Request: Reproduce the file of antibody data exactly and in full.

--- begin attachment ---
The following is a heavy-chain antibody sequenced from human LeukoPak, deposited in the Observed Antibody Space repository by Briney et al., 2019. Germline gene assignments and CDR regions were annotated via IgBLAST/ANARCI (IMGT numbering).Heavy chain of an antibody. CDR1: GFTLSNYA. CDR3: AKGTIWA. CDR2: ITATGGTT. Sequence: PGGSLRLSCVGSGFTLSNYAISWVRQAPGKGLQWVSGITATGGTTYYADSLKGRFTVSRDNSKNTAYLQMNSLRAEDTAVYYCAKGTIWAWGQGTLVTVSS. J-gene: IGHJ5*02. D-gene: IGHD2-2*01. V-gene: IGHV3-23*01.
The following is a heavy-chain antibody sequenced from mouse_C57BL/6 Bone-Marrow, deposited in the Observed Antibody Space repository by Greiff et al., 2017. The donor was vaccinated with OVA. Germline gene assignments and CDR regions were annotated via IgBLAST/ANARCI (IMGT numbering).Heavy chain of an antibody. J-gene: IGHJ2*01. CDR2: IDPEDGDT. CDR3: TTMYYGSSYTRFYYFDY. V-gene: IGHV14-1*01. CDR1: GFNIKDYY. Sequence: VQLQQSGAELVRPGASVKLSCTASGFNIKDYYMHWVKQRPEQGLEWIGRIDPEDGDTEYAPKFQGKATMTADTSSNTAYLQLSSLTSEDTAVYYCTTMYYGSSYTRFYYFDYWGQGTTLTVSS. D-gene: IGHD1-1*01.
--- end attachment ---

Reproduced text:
The following is a heavy-chain antibody sequenced from human LeukoPak, deposited in the Observed Antibody Space repository by Briney et al., 2019. Germline gene assignments and CDR regions were annotated via IgBLAST/ANARCI (IMGT numbering).Heavy chain of an antibody. CDR1: GFTLSNYA. CDR3: AKGTIWA. CDR2: ITATGGTT. Sequence: PGGSLRLSCVGSGFTLSNYAISWVRQAPGKGLQWVSGITATGGTTYYADSLKGRFTVSRDNSKNTAYLQMNSLRAEDTAVYYCAKGTIWAWGQGTLVTVSS. J-gene: IGHJ5*02. D-gene: IGHD2-2*01. V-gene: IGHV3-23*01.
The following is a heavy-chain antibody sequenced from mouse_C57BL/6 Bone-Marrow, deposited in the Observed Antibody Space repository by Greiff et al., 2017. The donor was vaccinated with OVA. Germline gene assignments and CDR regions were annotated via IgBLAST/ANARCI (IMGT numbering).Heavy chain of an antibody. J-gene: IGHJ2*01. CDR2: IDPEDGDT. CDR3: TTMYYGSSYTRFYYFDY. V-gene: IGHV14-1*01. CDR1: GFNIKDYY. Sequence: VQLQQSGAELVRPGASVKLSCTASGFNIKDYYMHWVKQRPEQGLEWIGRIDPEDGDTEYAPKFQGKATMTADTSSNTAYLQLSSLTSEDTAVYYCTTMYYGSSYTRFYYFDYWGQGTTLTVSS. D-gene: IGHD1-1*01.